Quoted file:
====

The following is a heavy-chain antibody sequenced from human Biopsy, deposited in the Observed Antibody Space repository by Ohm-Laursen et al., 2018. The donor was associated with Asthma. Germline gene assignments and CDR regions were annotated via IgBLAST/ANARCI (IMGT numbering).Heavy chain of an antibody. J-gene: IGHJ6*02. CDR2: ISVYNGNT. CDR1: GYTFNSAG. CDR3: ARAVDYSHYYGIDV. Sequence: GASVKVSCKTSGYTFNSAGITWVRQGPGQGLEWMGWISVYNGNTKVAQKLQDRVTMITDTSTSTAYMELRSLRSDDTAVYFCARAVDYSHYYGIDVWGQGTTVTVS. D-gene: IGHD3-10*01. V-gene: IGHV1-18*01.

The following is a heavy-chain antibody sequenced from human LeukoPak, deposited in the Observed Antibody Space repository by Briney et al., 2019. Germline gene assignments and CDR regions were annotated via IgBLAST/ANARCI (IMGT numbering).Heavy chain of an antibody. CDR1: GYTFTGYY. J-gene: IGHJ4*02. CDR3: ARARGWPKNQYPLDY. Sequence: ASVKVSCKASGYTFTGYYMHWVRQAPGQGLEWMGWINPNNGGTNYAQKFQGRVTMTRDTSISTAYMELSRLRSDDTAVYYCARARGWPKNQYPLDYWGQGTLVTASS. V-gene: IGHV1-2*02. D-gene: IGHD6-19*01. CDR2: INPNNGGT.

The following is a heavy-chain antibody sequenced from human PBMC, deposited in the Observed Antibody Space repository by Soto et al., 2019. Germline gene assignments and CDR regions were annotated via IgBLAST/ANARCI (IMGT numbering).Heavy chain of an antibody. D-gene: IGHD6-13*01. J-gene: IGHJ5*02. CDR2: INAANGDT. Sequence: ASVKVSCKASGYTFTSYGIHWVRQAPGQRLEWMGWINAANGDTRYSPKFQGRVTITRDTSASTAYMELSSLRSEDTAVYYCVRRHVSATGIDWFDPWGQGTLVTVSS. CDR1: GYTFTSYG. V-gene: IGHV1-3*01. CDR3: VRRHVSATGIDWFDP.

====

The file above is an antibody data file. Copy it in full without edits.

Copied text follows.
The following is a heavy-chain antibody sequenced from human Biopsy, deposited in the Observed Antibody Space repository by Ohm-Laursen et al., 2018. The donor was associated with Asthma. Germline gene assignments and CDR regions were annotated via IgBLAST/ANARCI (IMGT numbering).Heavy chain of an antibody. J-gene: IGHJ6*02. CDR2: ISVYNGNT. CDR1: GYTFNSAG. CDR3: ARAVDYSHYYGIDV. Sequence: GASVKVSCKTSGYTFNSAGITWVRQGPGQGLEWMGWISVYNGNTKVAQKLQDRVTMITDTSTSTAYMELRSLRSDDTAVYFCARAVDYSHYYGIDVWGQGTTVTVS. D-gene: IGHD3-10*01. V-gene: IGHV1-18*01.

The following is a heavy-chain antibody sequenced from human LeukoPak, deposited in the Observed Antibody Space repository by Briney et al., 2019. Germline gene assignments and CDR regions were annotated via IgBLAST/ANARCI (IMGT numbering).Heavy chain of an antibody. CDR1: GYTFTGYY. J-gene: IGHJ4*02. CDR3: ARARGWPKNQYPLDY. Sequence: ASVKVSCKASGYTFTGYYMHWVRQAPGQGLEWMGWINPNNGGTNYAQKFQGRVTMTRDTSISTAYMELSRLRSDDTAVYYCARARGWPKNQYPLDYWGQGTLVTASS. V-gene: IGHV1-2*02. D-gene: IGHD6-19*01. CDR2: INPNNGGT.

The following is a heavy-chain antibody sequenced from human PBMC, deposited in the Observed Antibody Space repository by Soto et al., 2019. Germline gene assignments and CDR regions were annotated via IgBLAST/ANARCI (IMGT numbering).Heavy chain of an antibody. D-gene: IGHD6-13*01. J-gene: IGHJ5*02. CDR2: INAANGDT. Sequence: ASVKVSCKASGYTFTSYGIHWVRQAPGQRLEWMGWINAANGDTRYSPKFQGRVTITRDTSASTAYMELSSLRSEDTAVYYCVRRHVSATGIDWFDPWGQGTLVTVSS. CDR1: GYTFTSYG. V-gene: IGHV1-3*01. CDR3: VRRHVSATGIDWFDP.